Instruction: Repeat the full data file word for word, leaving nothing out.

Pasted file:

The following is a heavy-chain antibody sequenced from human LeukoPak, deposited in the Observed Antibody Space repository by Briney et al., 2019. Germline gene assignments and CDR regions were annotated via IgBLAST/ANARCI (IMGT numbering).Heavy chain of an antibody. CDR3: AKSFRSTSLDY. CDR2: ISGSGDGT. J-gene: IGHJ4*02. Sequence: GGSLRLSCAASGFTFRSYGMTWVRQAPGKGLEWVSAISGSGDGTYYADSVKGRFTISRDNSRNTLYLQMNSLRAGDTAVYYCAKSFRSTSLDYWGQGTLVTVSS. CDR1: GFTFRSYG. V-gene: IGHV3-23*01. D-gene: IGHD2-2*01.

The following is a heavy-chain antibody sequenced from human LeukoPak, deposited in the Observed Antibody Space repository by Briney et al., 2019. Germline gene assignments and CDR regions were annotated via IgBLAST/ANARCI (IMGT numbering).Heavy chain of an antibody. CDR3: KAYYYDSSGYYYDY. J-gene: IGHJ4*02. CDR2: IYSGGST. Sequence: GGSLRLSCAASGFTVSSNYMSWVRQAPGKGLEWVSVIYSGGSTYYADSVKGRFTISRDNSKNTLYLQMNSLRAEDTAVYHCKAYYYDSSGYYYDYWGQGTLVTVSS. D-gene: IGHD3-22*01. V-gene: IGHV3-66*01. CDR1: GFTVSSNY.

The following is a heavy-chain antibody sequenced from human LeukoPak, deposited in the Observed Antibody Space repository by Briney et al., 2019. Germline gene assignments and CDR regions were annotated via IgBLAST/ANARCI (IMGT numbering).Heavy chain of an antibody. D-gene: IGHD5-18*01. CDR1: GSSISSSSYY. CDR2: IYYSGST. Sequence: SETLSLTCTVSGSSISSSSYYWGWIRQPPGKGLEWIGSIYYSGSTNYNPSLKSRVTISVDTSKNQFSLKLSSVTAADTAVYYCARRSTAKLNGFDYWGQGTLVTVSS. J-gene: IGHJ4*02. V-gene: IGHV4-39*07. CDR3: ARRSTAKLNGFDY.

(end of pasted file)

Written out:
The following is a heavy-chain antibody sequenced from human LeukoPak, deposited in the Observed Antibody Space repository by Briney et al., 2019. Germline gene assignments and CDR regions were annotated via IgBLAST/ANARCI (IMGT numbering).Heavy chain of an antibody. CDR3: AKSFRSTSLDY. CDR2: ISGSGDGT. J-gene: IGHJ4*02. Sequence: GGSLRLSCAASGFTFRSYGMTWVRQAPGKGLEWVSAISGSGDGTYYADSVKGRFTISRDNSRNTLYLQMNSLRAGDTAVYYCAKSFRSTSLDYWGQGTLVTVSS. CDR1: GFTFRSYG. V-gene: IGHV3-23*01. D-gene: IGHD2-2*01.

The following is a heavy-chain antibody sequenced from human LeukoPak, deposited in the Observed Antibody Space repository by Briney et al., 2019. Germline gene assignments and CDR regions were annotated via IgBLAST/ANARCI (IMGT numbering).Heavy chain of an antibody. CDR3: KAYYYDSSGYYYDY. J-gene: IGHJ4*02. CDR2: IYSGGST. Sequence: GGSLRLSCAASGFTVSSNYMSWVRQAPGKGLEWVSVIYSGGSTYYADSVKGRFTISRDNSKNTLYLQMNSLRAEDTAVYHCKAYYYDSSGYYYDYWGQGTLVTVSS. D-gene: IGHD3-22*01. V-gene: IGHV3-66*01. CDR1: GFTVSSNY.

The following is a heavy-chain antibody sequenced from human LeukoPak, deposited in the Observed Antibody Space repository by Briney et al., 2019. Germline gene assignments and CDR regions were annotated via IgBLAST/ANARCI (IMGT numbering).Heavy chain of an antibody. D-gene: IGHD5-18*01. CDR1: GSSISSSSYY. CDR2: IYYSGST. Sequence: SETLSLTCTVSGSSISSSSYYWGWIRQPPGKGLEWIGSIYYSGSTNYNPSLKSRVTISVDTSKNQFSLKLSSVTAADTAVYYCARRSTAKLNGFDYWGQGTLVTVSS. J-gene: IGHJ4*02. V-gene: IGHV4-39*07. CDR3: ARRSTAKLNGFDY.